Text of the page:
Things have been a bit crazy, and I unfortunately haven’t been in a position where I can work on my game full-time. Without going into detail, my hope is that in a month or just over a month I’ll be settled down and can have a routine. The problem has been as much a lack of free time as it has been a lack of consistent environment; it’s really hard for me to treat development seriously when I’m not in one place long enough to develop a routine.
But I’ve been chipping away at it as much as I can. Though I don’t feel comfortable at this point showing the progress I’ve made, I can at least talk about it. For each new post, I’ll give a compact description of something I’ve done or am doing, and more importantly, what I think it will add to the game.
For this update, it’s character AI.
Why Am I Dead occupies a weird space in design. It plays out like a mystery-adventure, but uses the mechanics of RPGs for interaction. Because of the former influence, the game will take place in a very confined area that the player becomes intimately familiar with. Because of the latter influence, all objects and characters must be visible whenever you’re in their vicinity (unlike in adventure games such as Hotel Dusk, where characters often pop in and out only when the story demands it).
For a longer sequel to Why Am I Dead, this means you’ll be seeing the same rooms and the same people a lot. You’ll get a feel for the whole space. Partially in order to avoid the feeling of claustrophobia, and partially to create the impression that you’re in a livable environment, I decided that the characters would have to be very proactive regarding where they are at any given moment.
That is to say, having completely static characters that only move when you control them won’t cut it for a larger cast and a longer game. The characters will all have to move on their own, and not in the way they do for RPGs (randomly and aimlessly); they will move around the ship in routines, and even when you aren’t present. During different parts of the story, they’ll be in different areas depending on what’s going on.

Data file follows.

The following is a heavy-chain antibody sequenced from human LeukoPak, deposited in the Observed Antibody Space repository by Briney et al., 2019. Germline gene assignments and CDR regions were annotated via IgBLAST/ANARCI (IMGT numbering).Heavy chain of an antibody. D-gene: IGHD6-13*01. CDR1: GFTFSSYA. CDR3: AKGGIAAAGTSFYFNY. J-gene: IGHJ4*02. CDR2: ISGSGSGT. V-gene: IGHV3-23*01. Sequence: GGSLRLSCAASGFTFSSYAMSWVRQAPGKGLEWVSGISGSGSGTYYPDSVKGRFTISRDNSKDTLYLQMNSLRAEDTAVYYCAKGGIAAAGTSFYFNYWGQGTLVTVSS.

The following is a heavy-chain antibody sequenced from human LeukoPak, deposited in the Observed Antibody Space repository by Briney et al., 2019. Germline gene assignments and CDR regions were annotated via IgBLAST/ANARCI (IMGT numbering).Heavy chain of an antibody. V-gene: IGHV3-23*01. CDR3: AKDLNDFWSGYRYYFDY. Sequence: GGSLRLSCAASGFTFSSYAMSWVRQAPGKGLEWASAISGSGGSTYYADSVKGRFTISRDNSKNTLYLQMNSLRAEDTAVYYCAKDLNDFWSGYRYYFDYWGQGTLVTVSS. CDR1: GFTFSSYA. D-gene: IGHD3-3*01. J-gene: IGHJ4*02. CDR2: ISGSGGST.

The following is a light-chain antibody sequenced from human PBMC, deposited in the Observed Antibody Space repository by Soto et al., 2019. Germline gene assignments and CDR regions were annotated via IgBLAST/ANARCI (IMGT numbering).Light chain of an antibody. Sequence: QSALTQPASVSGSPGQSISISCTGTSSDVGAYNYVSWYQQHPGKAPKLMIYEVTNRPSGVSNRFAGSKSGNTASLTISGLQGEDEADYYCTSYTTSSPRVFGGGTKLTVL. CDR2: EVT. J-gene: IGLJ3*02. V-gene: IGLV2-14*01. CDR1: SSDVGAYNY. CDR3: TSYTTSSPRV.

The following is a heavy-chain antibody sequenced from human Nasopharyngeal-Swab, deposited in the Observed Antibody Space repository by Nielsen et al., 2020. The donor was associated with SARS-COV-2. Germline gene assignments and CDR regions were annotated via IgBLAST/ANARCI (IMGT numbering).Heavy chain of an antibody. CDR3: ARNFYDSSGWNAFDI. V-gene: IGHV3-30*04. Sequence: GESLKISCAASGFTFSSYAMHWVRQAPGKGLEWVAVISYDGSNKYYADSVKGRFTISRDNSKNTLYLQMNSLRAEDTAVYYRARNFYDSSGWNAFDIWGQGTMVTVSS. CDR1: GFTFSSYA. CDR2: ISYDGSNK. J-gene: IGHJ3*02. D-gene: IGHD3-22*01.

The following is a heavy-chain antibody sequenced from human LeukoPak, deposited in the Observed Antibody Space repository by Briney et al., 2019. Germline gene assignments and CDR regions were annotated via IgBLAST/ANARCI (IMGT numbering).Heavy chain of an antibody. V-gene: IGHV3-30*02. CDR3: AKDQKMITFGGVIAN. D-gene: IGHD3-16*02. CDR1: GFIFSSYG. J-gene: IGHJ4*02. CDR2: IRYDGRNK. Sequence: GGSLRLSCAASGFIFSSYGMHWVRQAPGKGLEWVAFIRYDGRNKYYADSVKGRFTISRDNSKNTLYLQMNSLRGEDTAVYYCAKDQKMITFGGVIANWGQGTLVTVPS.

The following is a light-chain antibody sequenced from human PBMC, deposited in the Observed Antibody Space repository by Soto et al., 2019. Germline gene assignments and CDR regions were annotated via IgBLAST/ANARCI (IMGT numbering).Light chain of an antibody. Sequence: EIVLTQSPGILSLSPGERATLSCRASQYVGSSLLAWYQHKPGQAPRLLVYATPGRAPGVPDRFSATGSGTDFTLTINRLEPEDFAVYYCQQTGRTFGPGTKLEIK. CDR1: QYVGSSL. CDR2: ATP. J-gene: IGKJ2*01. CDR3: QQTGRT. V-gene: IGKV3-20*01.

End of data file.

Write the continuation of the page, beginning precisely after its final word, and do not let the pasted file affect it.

On the plus side, this means:
- Characters won’t be stuck in weird poses for the whole game. It would break immersion if several days pass in the story but you find that two characters were apparently staring at each other the whole time, because that was how they were when you left them.
- The setting is more convincing. Towards the beginning of one story day, maybe people are getting breakfast in the diner. Towards the end, most are probably back in their rooms. Maybe someone is taking in the night sky outside. You don’t just see spaces, you see them being used.
- More opportunities for character insight. Mannerisms can be added to characters’ movements; frenetic pacing when a character is stressed, for instance. It might also say something if a characters is just inside their room all the time, or if they’re always walking around everywhere.
And on the negative side:
- LOGISTICS. Adding these features is relatively easy, and already works for the most part. Getting them to work as intended will take time. I imagine traffic jams in hallways and people dry-humping each other all over the place for a while.
- If I overdo it, finding a character that you want to possess could be frustrating. This is a matter of making characters’ movements intuitive and scaled to how much you’ll probably need to control them at the point you’re in. Given the relatively small environment though, this shouldn’t be a huge issue.
- If I underdo it, I could hit an uncanny valley of AI, a la The Truman Show.
Like I said, this is already mostly implemented, as it was one of the first things I started working on. Getting it to work smoothly will be a challenge, but I think it will add a tremendous amount of personality to the game.